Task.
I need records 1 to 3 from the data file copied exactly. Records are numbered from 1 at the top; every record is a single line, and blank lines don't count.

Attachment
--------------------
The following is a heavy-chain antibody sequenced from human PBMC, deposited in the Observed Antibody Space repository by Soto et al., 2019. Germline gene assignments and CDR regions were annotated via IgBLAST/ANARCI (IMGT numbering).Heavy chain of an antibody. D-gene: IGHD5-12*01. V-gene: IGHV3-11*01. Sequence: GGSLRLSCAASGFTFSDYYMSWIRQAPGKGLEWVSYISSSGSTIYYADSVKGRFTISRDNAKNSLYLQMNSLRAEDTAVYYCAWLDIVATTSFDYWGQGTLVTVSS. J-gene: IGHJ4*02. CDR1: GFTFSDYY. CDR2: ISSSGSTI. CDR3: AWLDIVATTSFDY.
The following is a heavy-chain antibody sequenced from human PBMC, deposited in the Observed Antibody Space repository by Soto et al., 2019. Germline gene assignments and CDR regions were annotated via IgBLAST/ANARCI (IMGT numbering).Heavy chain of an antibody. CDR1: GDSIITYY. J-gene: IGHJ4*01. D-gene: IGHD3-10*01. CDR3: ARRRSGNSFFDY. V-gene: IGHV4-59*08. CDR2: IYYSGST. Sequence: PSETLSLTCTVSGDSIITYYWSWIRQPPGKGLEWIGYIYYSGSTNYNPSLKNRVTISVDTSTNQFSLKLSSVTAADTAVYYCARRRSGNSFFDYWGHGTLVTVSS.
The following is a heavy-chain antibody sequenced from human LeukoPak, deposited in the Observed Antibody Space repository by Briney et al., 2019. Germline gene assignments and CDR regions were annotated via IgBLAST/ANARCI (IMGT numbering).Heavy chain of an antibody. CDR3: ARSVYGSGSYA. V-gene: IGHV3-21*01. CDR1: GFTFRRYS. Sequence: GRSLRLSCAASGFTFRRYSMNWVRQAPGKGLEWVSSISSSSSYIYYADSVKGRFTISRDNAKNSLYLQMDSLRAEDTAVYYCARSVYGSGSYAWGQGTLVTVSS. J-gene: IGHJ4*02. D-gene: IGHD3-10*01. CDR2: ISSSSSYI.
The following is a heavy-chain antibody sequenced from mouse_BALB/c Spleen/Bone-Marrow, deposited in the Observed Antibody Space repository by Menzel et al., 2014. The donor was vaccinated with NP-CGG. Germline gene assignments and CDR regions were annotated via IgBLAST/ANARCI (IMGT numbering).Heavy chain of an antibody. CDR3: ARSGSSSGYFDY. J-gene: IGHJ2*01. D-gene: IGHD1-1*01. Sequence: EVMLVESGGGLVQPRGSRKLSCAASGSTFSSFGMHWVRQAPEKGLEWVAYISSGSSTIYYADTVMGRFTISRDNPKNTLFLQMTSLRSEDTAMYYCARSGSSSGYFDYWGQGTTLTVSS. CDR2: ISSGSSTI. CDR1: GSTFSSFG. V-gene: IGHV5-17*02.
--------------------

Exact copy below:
The following is a heavy-chain antibody sequenced from human PBMC, deposited in the Observed Antibody Space repository by Soto et al., 2019. Germline gene assignments and CDR regions were annotated via IgBLAST/ANARCI (IMGT numbering).Heavy chain of an antibody. D-gene: IGHD5-12*01. V-gene: IGHV3-11*01. Sequence: GGSLRLSCAASGFTFSDYYMSWIRQAPGKGLEWVSYISSSGSTIYYADSVKGRFTISRDNAKNSLYLQMNSLRAEDTAVYYCAWLDIVATTSFDYWGQGTLVTVSS. J-gene: IGHJ4*02. CDR1: GFTFSDYY. CDR2: ISSSGSTI. CDR3: AWLDIVATTSFDY.
The following is a heavy-chain antibody sequenced from human PBMC, deposited in the Observed Antibody Space repository by Soto et al., 2019. Germline gene assignments and CDR regions were annotated via IgBLAST/ANARCI (IMGT numbering).Heavy chain of an antibody. CDR1: GDSIITYY. J-gene: IGHJ4*01. D-gene: IGHD3-10*01. CDR3: ARRRSGNSFFDY. V-gene: IGHV4-59*08. CDR2: IYYSGST. Sequence: PSETLSLTCTVSGDSIITYYWSWIRQPPGKGLEWIGYIYYSGSTNYNPSLKNRVTISVDTSTNQFSLKLSSVTAADTAVYYCARRRSGNSFFDYWGHGTLVTVSS.
The following is a heavy-chain antibody sequenced from human LeukoPak, deposited in the Observed Antibody Space repository by Briney et al., 2019. Germline gene assignments and CDR regions were annotated via IgBLAST/ANARCI (IMGT numbering).Heavy chain of an antibody. CDR3: ARSVYGSGSYA. V-gene: IGHV3-21*01. CDR1: GFTFRRYS. Sequence: GRSLRLSCAASGFTFRRYSMNWVRQAPGKGLEWVSSISSSSSYIYYADSVKGRFTISRDNAKNSLYLQMDSLRAEDTAVYYCARSVYGSGSYAWGQGTLVTVSS. J-gene: IGHJ4*02. D-gene: IGHD3-10*01. CDR2: ISSSSSYI.